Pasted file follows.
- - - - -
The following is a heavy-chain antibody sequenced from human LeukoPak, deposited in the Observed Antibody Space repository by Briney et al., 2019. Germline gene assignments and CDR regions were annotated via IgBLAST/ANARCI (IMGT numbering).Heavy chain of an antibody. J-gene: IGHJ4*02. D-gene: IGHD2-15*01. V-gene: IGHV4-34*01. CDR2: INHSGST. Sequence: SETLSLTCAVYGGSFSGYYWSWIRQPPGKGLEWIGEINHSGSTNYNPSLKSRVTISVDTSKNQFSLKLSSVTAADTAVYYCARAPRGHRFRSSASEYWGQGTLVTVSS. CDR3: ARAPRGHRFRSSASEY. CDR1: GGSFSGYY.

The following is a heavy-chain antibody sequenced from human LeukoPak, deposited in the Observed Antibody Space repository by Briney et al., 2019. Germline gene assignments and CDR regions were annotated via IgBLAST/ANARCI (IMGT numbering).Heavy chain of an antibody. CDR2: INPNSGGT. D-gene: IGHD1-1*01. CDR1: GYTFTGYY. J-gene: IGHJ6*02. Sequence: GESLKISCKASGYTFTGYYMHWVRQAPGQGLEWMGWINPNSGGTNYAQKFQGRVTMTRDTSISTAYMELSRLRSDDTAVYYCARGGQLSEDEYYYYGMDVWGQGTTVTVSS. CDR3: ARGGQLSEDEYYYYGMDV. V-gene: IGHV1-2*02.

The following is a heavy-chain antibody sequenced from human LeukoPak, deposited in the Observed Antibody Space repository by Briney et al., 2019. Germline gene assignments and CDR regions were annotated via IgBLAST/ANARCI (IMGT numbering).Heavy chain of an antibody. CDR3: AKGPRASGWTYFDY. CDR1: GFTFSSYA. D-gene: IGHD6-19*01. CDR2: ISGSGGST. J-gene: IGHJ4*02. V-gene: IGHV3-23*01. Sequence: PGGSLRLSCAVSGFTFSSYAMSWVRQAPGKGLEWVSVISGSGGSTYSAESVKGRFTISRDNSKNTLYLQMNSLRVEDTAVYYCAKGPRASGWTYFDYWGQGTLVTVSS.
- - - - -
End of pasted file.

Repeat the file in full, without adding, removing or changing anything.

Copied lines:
The following is a heavy-chain antibody sequenced from human LeukoPak, deposited in the Observed Antibody Space repository by Briney et al., 2019. Germline gene assignments and CDR regions were annotated via IgBLAST/ANARCI (IMGT numbering).Heavy chain of an antibody. J-gene: IGHJ4*02. D-gene: IGHD2-15*01. V-gene: IGHV4-34*01. CDR2: INHSGST. Sequence: SETLSLTCAVYGGSFSGYYWSWIRQPPGKGLEWIGEINHSGSTNYNPSLKSRVTISVDTSKNQFSLKLSSVTAADTAVYYCARAPRGHRFRSSASEYWGQGTLVTVSS. CDR3: ARAPRGHRFRSSASEY. CDR1: GGSFSGYY.

The following is a heavy-chain antibody sequenced from human LeukoPak, deposited in the Observed Antibody Space repository by Briney et al., 2019. Germline gene assignments and CDR regions were annotated via IgBLAST/ANARCI (IMGT numbering).Heavy chain of an antibody. CDR2: INPNSGGT. D-gene: IGHD1-1*01. CDR1: GYTFTGYY. J-gene: IGHJ6*02. Sequence: GESLKISCKASGYTFTGYYMHWVRQAPGQGLEWMGWINPNSGGTNYAQKFQGRVTMTRDTSISTAYMELSRLRSDDTAVYYCARGGQLSEDEYYYYGMDVWGQGTTVTVSS. CDR3: ARGGQLSEDEYYYYGMDV. V-gene: IGHV1-2*02.

The following is a heavy-chain antibody sequenced from human LeukoPak, deposited in the Observed Antibody Space repository by Briney et al., 2019. Germline gene assignments and CDR regions were annotated via IgBLAST/ANARCI (IMGT numbering).Heavy chain of an antibody. CDR3: AKGPRASGWTYFDY. CDR1: GFTFSSYA. D-gene: IGHD6-19*01. CDR2: ISGSGGST. J-gene: IGHJ4*02. V-gene: IGHV3-23*01. Sequence: PGGSLRLSCAVSGFTFSSYAMSWVRQAPGKGLEWVSVISGSGGSTYSAESVKGRFTISRDNSKNTLYLQMNSLRVEDTAVYYCAKGPRASGWTYFDYWGQGTLVTVSS.